Tips for Smart Charitable Giving
Whether you’re planning to donate to charity in your name or make charity donations for others in lieu of gifts, holiday giving is a wonderful way to get in the spirit and focus on the greater good. However, just as with any financial transaction, you need to be careful when donating to charities, especially during the holiday season. It’s not uncommon for fraudulent charities and other scams to pop up this time of year, only to disappear after the New Year. Follow these tips to ensure your holiday giving is done safely and will accomplish what you intend it to:
Choose Your Charity
Rather than responding to phone calls, emails or text pleas for donations, you should proactively seek out the charities you want to donate to. Visiting your chosen charities’ websites directly and making donations there means you can be sure your money is going to the right place.
Perform Your Due Diligence
Visit a site such as Charity Navigator or Charity Watch to determine before you donate, to make sure the charities you’re considering are legitimate. Additionally, these sites can give you more details on the charity, such as how much of your donation will go toward funding programs, administrative costs and other expenses.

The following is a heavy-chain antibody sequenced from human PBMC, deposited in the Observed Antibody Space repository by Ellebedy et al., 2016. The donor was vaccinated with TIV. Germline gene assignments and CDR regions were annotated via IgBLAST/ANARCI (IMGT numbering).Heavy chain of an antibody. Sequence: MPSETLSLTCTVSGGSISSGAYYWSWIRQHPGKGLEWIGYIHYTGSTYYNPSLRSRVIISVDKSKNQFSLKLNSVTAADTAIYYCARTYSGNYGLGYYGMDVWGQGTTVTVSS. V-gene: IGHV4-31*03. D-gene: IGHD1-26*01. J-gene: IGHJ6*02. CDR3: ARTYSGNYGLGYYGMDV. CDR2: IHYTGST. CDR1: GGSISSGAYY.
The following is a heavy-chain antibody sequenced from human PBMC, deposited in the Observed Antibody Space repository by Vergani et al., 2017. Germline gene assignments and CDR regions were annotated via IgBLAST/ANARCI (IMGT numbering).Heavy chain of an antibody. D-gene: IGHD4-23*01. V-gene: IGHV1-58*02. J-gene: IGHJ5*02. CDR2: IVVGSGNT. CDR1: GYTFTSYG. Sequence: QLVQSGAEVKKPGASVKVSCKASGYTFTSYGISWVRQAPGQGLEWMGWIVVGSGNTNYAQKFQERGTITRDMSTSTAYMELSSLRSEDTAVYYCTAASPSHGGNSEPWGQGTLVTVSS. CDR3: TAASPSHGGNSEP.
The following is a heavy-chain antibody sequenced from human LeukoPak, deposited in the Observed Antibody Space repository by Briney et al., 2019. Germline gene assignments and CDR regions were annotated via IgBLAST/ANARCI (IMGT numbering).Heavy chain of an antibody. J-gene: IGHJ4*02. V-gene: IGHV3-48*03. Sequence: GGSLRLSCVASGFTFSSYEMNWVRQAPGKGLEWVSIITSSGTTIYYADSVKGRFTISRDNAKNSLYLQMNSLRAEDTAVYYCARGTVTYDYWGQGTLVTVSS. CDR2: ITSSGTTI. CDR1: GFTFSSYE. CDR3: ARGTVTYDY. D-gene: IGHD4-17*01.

Pay with a Credit Card
Do your charitable giving with a credit card, rather than using a debit card. That way, if anything fraudulent occurs, you will have an easier time disputing the charges and having them reversed. Of course, you’ll want to have a plan to pay off those credit card bills as soon as they arrive in January.
Look into Matching Donations
Many employers team up with one (or more) charities and offer to match any donations their employees make. Check to see if your employer offers this perk. If they do, your donation to the partner charity will become even more valuable.
Take the Credit
Charities aren’t the only ones who benefit from your charitable giving. You may also be able to take a credit on your taxes for any donations you make. For donations up to $250, all you need is your credit card statement (or canceled check) for IRS purposes. For donations larger than $250, you’ll want to get a detailed receipt from the organization.